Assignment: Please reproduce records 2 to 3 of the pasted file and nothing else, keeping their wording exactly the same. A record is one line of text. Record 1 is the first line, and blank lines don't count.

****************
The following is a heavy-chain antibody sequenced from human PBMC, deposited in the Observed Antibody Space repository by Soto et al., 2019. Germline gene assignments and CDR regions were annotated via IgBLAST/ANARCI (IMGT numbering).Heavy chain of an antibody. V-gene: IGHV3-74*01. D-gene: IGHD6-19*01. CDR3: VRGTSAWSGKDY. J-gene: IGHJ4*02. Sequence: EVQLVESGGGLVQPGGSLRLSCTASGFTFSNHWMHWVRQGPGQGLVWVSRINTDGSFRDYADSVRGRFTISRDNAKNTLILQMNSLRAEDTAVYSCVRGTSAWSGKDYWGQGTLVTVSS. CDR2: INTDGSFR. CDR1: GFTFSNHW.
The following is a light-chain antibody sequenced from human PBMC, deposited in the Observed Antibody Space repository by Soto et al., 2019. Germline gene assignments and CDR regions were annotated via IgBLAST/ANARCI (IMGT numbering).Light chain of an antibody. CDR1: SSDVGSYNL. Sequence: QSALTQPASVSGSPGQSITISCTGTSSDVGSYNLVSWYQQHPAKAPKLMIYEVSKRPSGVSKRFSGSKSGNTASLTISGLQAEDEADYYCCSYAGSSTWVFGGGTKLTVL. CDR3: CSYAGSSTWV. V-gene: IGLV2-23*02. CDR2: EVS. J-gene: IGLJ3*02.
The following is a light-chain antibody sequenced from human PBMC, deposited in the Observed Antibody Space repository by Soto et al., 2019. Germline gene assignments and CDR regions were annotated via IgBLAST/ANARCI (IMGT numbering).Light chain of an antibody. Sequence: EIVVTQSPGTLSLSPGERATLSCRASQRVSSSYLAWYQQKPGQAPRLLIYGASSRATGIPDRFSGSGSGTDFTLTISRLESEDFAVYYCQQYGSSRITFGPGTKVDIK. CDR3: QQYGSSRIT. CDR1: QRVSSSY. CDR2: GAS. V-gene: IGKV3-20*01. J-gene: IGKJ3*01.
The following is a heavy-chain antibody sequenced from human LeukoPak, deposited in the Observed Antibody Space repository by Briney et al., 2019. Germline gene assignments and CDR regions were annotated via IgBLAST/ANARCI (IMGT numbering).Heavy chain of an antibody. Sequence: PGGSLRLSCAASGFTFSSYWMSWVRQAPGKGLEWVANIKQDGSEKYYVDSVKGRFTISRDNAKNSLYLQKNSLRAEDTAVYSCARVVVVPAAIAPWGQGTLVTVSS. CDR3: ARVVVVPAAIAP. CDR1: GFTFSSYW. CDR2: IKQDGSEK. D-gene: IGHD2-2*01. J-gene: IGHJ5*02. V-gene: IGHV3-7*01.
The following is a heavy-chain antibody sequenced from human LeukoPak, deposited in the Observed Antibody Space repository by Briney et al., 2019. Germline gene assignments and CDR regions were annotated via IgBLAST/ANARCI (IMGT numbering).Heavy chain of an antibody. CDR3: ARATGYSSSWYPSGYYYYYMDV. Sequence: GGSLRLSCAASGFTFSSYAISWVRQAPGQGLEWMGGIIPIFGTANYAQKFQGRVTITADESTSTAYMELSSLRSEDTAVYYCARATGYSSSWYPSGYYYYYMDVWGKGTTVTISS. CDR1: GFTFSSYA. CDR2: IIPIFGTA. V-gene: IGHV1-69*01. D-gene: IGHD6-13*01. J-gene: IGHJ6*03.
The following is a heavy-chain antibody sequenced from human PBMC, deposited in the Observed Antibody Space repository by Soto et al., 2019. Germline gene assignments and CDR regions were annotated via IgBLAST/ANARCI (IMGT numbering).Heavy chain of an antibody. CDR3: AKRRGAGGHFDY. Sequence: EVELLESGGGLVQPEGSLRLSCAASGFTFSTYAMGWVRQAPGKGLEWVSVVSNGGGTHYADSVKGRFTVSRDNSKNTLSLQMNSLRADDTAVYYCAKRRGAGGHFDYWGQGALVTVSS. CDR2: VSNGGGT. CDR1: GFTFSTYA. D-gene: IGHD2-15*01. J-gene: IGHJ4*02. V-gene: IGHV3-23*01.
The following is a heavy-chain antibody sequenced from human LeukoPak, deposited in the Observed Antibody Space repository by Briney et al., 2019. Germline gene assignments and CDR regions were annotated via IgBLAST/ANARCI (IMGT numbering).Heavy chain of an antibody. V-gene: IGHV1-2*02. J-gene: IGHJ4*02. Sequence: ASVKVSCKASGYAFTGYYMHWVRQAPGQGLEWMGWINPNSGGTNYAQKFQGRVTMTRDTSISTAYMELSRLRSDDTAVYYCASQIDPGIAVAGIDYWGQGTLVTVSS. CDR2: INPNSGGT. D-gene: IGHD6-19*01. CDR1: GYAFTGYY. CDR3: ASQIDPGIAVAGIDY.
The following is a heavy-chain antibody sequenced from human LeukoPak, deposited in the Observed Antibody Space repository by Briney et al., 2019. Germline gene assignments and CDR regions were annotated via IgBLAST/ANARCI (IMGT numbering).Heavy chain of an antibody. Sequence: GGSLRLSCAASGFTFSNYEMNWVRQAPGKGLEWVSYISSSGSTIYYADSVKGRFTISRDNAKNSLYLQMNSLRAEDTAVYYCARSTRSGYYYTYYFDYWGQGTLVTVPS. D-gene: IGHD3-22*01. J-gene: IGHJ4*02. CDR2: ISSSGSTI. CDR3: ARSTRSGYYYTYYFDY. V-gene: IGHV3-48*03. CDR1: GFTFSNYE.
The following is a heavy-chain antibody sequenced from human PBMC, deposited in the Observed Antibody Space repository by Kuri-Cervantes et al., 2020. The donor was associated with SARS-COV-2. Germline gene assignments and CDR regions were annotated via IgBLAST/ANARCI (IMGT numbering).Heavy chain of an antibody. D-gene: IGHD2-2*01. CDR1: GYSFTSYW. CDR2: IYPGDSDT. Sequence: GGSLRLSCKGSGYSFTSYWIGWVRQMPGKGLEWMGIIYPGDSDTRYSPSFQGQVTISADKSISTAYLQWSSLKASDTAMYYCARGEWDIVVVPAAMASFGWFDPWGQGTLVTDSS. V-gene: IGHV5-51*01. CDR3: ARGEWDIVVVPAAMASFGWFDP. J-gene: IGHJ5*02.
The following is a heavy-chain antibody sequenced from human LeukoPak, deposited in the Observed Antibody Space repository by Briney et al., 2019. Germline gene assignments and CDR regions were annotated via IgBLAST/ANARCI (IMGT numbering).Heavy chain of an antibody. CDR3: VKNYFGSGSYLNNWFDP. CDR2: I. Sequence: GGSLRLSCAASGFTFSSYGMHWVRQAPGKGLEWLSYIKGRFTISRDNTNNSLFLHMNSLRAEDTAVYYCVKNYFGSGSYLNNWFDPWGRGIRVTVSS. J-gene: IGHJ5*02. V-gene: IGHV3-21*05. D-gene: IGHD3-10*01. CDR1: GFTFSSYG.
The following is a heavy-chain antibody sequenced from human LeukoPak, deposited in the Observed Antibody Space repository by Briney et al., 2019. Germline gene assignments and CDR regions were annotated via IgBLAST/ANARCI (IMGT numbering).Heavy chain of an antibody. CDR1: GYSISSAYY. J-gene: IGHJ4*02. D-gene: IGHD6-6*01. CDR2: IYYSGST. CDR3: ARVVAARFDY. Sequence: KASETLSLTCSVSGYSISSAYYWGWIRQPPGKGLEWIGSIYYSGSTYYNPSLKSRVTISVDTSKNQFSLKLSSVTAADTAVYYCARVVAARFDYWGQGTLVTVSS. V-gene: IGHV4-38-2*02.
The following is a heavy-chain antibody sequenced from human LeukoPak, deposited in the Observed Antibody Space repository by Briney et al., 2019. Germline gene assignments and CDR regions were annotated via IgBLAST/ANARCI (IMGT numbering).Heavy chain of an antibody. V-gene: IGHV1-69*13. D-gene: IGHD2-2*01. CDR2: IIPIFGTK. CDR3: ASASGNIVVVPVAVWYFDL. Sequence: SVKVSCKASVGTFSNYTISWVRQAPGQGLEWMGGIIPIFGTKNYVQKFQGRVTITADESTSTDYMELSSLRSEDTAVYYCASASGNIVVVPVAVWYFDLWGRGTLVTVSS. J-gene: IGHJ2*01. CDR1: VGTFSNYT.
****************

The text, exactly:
The following is a light-chain antibody sequenced from human PBMC, deposited in the Observed Antibody Space repository by Soto et al., 2019. Germline gene assignments and CDR regions were annotated via IgBLAST/ANARCI (IMGT numbering).Light chain of an antibody. CDR1: SSDVGSYNL. Sequence: QSALTQPASVSGSPGQSITISCTGTSSDVGSYNLVSWYQQHPAKAPKLMIYEVSKRPSGVSKRFSGSKSGNTASLTISGLQAEDEADYYCCSYAGSSTWVFGGGTKLTVL. CDR3: CSYAGSSTWV. V-gene: IGLV2-23*02. CDR2: EVS. J-gene: IGLJ3*02.
The following is a light-chain antibody sequenced from human PBMC, deposited in the Observed Antibody Space repository by Soto et al., 2019. Germline gene assignments and CDR regions were annotated via IgBLAST/ANARCI (IMGT numbering).Light chain of an antibody. Sequence: EIVVTQSPGTLSLSPGERATLSCRASQRVSSSYLAWYQQKPGQAPRLLIYGASSRATGIPDRFSGSGSGTDFTLTISRLESEDFAVYYCQQYGSSRITFGPGTKVDIK. CDR3: QQYGSSRIT. CDR1: QRVSSSY. CDR2: GAS. V-gene: IGKV3-20*01. J-gene: IGKJ3*01.